All through my youth and ’till I was about 19, I very regularly had ecstatic and intense experiences with God. But that regularity of experience has dropped off quite drastically over the last five years. No doubt I am learning to trust and know God for who he is and not how he makes me feel; and it should be noted that this kind of thing is writ large over Christian spirituality through the ages; nevertheless it can be very difficult for me because I feel that it is something God is doing to me rather than something I necessarily sought, and I can only hope that one day I will ‘experience’ him at the Altar the way I used to over my guitar.


  5. Shawn – Right you are when you wrote, “the larger problem with the American Pentecostal movement is that it has become concerned with having a broader conservative/Evangelical identity.” The absence of the charismata in the American Pentecostal church is the direct effect of trying to fit into the broader Evangelical culture and also the respectable American culture.

    The current national leadership in the Assemblies of God is struggling with this crisis of identity and praxis.

    To believe in the charismata was counter cultural in the modern world that the Pentecostal church started. There is great hope for the Pentecostal church in the evolving post-modern time.

    There is something fantastic and supernatural when there is an utterance that fits beautifully into the speaker’s message, or a true healing takes place, or a captive is set free of demonic powers, or other unmistakable manifestation of God occurs. It is the real and unmistakable experience of God that makes a true Pentecostal. The concept of walking in Spirit and regularly experiencing the Holy Spirit has been lost in the generational transitions of the Pentecostal church.


  6. @ Tony,

    Have you and Reed discussed that trip to Denver any further? We really ought to get some face to face time this year.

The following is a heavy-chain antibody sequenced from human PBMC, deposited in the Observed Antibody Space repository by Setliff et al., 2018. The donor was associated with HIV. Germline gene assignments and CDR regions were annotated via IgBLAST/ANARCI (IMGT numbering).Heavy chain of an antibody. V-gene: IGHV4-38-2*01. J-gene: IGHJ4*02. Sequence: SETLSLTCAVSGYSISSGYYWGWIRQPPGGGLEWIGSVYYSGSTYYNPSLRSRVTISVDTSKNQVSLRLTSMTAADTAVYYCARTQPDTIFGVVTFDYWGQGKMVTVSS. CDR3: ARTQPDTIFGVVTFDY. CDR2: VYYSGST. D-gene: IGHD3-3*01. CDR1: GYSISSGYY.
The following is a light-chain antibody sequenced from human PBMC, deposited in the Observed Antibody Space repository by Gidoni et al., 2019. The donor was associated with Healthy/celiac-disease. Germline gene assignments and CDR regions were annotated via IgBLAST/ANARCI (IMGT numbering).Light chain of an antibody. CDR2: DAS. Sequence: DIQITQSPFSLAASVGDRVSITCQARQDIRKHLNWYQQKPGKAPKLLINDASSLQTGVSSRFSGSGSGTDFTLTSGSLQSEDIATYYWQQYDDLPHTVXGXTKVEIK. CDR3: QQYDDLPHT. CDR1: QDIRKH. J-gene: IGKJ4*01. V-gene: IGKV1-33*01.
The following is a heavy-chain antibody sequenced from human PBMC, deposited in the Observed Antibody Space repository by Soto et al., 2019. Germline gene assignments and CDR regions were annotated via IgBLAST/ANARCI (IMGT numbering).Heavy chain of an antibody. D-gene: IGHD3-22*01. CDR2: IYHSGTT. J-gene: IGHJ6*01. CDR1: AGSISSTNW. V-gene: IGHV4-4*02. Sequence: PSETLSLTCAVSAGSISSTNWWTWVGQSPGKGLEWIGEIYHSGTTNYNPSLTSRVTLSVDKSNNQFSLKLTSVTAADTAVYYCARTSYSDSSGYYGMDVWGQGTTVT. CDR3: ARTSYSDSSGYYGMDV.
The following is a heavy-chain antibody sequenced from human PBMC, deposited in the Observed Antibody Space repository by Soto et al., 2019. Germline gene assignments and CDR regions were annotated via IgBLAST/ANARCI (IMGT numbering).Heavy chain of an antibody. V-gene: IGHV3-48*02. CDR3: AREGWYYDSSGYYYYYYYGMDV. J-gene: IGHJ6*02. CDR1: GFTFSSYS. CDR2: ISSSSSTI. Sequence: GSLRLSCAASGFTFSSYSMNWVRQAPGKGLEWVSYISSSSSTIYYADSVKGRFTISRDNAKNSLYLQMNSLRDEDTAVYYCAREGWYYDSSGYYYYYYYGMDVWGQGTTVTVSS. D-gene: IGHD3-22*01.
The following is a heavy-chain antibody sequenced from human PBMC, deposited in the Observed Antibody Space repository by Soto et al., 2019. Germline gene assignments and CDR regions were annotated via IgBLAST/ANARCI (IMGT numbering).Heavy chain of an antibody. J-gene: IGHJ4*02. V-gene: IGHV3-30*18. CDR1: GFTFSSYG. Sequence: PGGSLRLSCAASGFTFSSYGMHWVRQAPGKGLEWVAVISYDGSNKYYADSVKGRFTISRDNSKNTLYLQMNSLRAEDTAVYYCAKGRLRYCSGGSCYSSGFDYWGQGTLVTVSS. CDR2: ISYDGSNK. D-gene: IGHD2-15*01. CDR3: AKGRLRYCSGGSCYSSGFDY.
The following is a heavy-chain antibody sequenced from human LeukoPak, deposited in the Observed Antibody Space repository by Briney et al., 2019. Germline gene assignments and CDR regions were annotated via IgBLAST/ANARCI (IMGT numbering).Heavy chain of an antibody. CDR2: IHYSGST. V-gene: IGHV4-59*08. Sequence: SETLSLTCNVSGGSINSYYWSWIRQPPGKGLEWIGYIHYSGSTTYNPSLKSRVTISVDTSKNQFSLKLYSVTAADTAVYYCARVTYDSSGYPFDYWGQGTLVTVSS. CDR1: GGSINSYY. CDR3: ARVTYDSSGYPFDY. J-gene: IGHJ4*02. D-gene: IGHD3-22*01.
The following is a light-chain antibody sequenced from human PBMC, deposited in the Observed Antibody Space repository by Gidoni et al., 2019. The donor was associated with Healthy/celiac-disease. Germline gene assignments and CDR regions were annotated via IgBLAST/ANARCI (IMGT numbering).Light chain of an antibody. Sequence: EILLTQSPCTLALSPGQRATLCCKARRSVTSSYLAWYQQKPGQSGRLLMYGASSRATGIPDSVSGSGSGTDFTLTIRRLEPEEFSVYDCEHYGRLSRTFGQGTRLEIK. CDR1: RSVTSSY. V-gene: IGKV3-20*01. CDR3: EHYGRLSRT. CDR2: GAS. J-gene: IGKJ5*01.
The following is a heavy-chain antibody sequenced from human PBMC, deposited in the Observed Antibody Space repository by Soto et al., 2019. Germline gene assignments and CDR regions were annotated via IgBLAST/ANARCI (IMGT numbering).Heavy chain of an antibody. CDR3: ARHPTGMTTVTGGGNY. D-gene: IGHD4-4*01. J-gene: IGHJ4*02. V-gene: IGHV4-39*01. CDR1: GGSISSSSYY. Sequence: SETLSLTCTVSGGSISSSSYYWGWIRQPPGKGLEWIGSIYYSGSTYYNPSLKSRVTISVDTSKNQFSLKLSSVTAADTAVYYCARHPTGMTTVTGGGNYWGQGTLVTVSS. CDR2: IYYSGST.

@ Steve,

    Where do you live, and what, if any, contact do you have with the leadership of the A/G? Curious to know, because you have expressed your concerns fairly, and I am interested in hearing your story.


  7. Shawn,

    It would be a blessing to meet you. When you get back to the Twin Cities, please email me.

    I have heard George O. Wood speak about charismata during church services. He has also addressed the matter on the AGTV website. Springfield has sent out two books to all AG credential holders that address spiritual gifts with an emphasis on order. They are: Divine Order, edited by Randy Hurst; and When the Spirit Speaks, authored by Warren Bullock.

    Recently I have felt a leading to take a sabbatical from heavier duty, theological reading. This past week I reread A Man Called Mr. Pentecost (David du Plessis). It was a light read and a great blessing to me. Du Plessis knew how to walk in the spirit and was involved in the charismata spreading to the mainline churches. Because of his contact with the mainlines, his AG credentials were rescinded, but 18 years later, when the AG leadership saw the fruit of his work, he was reinstated.


  8. Shawn talking about that reunion of friends in Colorado reminds me that I would love to meet you guys sometime. If I find that a single Theophiliac was within 80 miles of Southern California without hanging out with me my wrath will rise like a mighty storm.

    @Shawn – What you describe about your feelings about the eucharist is something I can really relate to (as a participant, but not bearing the chalice). I would love to share my own experience as a lector sometime, how amazing that whole experience is whether I’m reading or hearing the lesson. Something I would never have imagined in my independent evangelical days.